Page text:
small budget of gossip which had accumulated since her
last visit, two days before. Her words fell upon my ears
mechanically, but failed to make any impression upon my
mind, which was wholly fixed upon the book. After a while,
however, my mother called to me, —

“Johnny, I think there 's some clearing up to do in the

I knew what that meant. Mother wished to have some
talk with Neighbor Niles, which I was not to hear. Many
a time had I been sent into the garden, on the pretence of
“clearing up things,” when I knew, and mother also knew,
that the beds were weeded, the alleys clean scraped, the
rubbish gathered together and thrown into the little stable-yard,
and all other work done which a strong inventive
faculty could suggest. It was a delicate way of getting me
out of the room.

I laid down my book with a sigh, but brightened up as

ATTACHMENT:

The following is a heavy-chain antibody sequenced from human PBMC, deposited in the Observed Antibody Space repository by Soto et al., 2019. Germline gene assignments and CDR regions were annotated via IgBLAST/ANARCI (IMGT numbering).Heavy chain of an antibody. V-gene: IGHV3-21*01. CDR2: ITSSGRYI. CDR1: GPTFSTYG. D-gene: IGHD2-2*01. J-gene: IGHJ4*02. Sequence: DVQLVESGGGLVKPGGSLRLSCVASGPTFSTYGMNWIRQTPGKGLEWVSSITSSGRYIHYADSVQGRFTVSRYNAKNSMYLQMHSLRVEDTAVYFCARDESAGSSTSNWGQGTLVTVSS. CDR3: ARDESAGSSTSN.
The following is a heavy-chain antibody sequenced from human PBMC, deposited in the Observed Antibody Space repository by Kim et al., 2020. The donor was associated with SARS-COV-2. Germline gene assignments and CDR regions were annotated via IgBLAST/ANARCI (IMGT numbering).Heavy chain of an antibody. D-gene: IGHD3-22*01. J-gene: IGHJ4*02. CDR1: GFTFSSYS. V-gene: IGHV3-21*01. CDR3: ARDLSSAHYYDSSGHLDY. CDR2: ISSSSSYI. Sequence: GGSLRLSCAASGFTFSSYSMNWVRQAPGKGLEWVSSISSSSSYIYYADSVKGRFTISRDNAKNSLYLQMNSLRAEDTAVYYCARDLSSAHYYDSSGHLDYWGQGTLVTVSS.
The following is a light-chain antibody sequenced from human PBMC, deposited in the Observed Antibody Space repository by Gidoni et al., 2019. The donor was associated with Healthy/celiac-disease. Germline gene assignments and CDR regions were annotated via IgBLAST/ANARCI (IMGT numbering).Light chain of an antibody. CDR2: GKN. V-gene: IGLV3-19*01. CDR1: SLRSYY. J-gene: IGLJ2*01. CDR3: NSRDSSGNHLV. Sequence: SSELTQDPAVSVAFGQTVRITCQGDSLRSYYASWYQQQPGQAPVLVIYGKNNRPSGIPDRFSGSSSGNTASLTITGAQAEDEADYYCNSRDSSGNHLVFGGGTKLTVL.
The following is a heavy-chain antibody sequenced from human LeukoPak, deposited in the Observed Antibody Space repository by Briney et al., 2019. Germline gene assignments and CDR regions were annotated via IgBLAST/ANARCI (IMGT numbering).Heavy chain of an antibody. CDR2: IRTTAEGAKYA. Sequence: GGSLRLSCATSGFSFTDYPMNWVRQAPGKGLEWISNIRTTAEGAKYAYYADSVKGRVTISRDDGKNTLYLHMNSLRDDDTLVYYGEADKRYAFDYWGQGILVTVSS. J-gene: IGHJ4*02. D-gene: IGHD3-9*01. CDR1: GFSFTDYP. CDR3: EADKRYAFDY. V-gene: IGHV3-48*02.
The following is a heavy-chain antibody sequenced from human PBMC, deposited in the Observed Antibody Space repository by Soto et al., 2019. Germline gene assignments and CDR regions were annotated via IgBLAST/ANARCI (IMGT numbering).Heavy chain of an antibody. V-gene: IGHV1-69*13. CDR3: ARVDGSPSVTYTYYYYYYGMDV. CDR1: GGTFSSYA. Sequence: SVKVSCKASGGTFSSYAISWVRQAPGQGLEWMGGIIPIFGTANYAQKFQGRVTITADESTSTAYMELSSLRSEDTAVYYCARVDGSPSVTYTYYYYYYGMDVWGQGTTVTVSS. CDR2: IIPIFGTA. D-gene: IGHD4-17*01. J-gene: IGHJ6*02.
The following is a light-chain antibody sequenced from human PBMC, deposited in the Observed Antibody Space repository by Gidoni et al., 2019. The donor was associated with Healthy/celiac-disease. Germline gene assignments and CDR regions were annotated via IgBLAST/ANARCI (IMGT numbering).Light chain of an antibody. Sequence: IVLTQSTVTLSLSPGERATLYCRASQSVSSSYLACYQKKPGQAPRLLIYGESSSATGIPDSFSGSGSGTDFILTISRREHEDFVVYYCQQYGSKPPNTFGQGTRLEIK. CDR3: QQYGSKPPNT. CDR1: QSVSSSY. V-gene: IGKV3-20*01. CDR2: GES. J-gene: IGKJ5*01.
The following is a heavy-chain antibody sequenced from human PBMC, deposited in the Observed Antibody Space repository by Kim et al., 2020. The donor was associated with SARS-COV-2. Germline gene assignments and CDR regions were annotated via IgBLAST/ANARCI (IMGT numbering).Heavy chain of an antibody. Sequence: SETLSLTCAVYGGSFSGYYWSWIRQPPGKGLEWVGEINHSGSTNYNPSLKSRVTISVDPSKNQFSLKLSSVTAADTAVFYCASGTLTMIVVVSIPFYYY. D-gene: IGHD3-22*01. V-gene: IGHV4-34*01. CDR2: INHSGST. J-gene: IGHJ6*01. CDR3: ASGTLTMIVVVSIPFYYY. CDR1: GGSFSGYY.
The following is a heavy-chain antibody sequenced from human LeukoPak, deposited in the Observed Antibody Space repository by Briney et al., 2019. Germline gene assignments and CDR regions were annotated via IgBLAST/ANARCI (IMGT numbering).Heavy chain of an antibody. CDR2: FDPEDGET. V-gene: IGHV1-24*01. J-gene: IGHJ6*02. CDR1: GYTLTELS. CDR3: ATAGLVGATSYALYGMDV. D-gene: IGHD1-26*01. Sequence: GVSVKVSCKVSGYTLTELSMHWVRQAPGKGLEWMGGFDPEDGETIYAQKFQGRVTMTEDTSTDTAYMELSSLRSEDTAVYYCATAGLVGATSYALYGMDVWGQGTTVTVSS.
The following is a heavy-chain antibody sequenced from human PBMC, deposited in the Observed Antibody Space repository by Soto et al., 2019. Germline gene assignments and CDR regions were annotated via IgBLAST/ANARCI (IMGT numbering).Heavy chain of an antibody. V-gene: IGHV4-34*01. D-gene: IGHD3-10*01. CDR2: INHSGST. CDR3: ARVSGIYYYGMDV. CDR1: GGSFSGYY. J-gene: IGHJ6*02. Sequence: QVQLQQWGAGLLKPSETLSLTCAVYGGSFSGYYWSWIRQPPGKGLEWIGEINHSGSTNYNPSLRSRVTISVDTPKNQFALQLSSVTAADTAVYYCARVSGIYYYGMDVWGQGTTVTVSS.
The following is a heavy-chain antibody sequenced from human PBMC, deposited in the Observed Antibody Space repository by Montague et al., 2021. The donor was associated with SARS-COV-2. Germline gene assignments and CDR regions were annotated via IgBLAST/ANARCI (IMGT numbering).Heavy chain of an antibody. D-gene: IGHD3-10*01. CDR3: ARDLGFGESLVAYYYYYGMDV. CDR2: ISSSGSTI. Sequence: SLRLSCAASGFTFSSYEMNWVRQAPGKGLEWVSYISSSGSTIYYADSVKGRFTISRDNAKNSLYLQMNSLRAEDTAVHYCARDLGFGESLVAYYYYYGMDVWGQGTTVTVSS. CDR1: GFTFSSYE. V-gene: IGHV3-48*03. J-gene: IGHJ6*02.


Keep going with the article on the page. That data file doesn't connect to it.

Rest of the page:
the idea occurred to me that I might now, at once, select
the site of my possible Crusoe hut, and take an inventory
of the material available for its construction. As I paused
on the oblong strip of turf, spread like a rug before the
garden-door, and glanced in at the back-window, I saw that
mother had already dropped her sewing, and that she and
Neighbor Niles had put their heads together, in a strictly
literal sense, for a private consultation.

The garden was a long, narrow plot of ground, running
back to the stable of our cow, and the adjoining yard, which
she was obliged to share with two well-grown and voracious


Page 4
pigs. I walked along the main alley, peering into the beds
right and left for something to “clear up,” in order to
satisfy my conscience before commencing my castle- or
rather hut-building; but I found nothing more serious than
three dry stalks of seed-radishes, which I pulled up and
flung over the fence. Then I walked straight to the snowball-bush.